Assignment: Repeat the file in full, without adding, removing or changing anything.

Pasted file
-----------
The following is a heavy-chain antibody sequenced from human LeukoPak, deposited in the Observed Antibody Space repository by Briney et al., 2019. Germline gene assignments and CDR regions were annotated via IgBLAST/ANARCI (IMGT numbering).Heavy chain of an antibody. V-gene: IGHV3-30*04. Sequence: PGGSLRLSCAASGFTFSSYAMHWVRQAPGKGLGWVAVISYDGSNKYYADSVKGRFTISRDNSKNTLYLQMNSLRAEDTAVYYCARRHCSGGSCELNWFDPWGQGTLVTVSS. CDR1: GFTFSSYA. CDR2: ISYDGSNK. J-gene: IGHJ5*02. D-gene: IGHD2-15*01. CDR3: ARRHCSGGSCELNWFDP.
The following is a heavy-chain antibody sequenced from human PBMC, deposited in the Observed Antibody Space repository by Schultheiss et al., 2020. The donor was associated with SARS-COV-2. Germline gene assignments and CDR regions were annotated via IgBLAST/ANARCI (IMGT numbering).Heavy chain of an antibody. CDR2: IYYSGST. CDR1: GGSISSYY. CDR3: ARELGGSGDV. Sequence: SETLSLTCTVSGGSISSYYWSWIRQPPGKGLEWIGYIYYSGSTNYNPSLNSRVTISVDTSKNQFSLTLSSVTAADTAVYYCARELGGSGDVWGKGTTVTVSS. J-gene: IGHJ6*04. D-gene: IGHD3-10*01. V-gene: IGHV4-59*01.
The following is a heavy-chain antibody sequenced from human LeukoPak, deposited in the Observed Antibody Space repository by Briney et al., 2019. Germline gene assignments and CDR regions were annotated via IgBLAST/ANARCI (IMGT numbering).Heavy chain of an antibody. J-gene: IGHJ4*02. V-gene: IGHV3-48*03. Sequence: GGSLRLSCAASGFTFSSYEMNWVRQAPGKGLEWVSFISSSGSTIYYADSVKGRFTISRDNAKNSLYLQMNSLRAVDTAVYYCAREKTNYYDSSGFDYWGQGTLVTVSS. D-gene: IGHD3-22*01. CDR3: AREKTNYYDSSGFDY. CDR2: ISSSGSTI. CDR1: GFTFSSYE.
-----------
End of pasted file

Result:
The following is a heavy-chain antibody sequenced from human LeukoPak, deposited in the Observed Antibody Space repository by Briney et al., 2019. Germline gene assignments and CDR regions were annotated via IgBLAST/ANARCI (IMGT numbering).Heavy chain of an antibody. V-gene: IGHV3-30*04. Sequence: PGGSLRLSCAASGFTFSSYAMHWVRQAPGKGLGWVAVISYDGSNKYYADSVKGRFTISRDNSKNTLYLQMNSLRAEDTAVYYCARRHCSGGSCELNWFDPWGQGTLVTVSS. CDR1: GFTFSSYA. CDR2: ISYDGSNK. J-gene: IGHJ5*02. D-gene: IGHD2-15*01. CDR3: ARRHCSGGSCELNWFDP.
The following is a heavy-chain antibody sequenced from human PBMC, deposited in the Observed Antibody Space repository by Schultheiss et al., 2020. The donor was associated with SARS-COV-2. Germline gene assignments and CDR regions were annotated via IgBLAST/ANARCI (IMGT numbering).Heavy chain of an antibody. CDR2: IYYSGST. CDR1: GGSISSYY. CDR3: ARELGGSGDV. Sequence: SETLSLTCTVSGGSISSYYWSWIRQPPGKGLEWIGYIYYSGSTNYNPSLNSRVTISVDTSKNQFSLTLSSVTAADTAVYYCARELGGSGDVWGKGTTVTVSS. J-gene: IGHJ6*04. D-gene: IGHD3-10*01. V-gene: IGHV4-59*01.
The following is a heavy-chain antibody sequenced from human LeukoPak, deposited in the Observed Antibody Space repository by Briney et al., 2019. Germline gene assignments and CDR regions were annotated via IgBLAST/ANARCI (IMGT numbering).Heavy chain of an antibody. J-gene: IGHJ4*02. V-gene: IGHV3-48*03. Sequence: GGSLRLSCAASGFTFSSYEMNWVRQAPGKGLEWVSFISSSGSTIYYADSVKGRFTISRDNAKNSLYLQMNSLRAVDTAVYYCAREKTNYYDSSGFDYWGQGTLVTVSS. D-gene: IGHD3-22*01. CDR3: AREKTNYYDSSGFDY. CDR2: ISSSGSTI. CDR1: GFTFSSYE.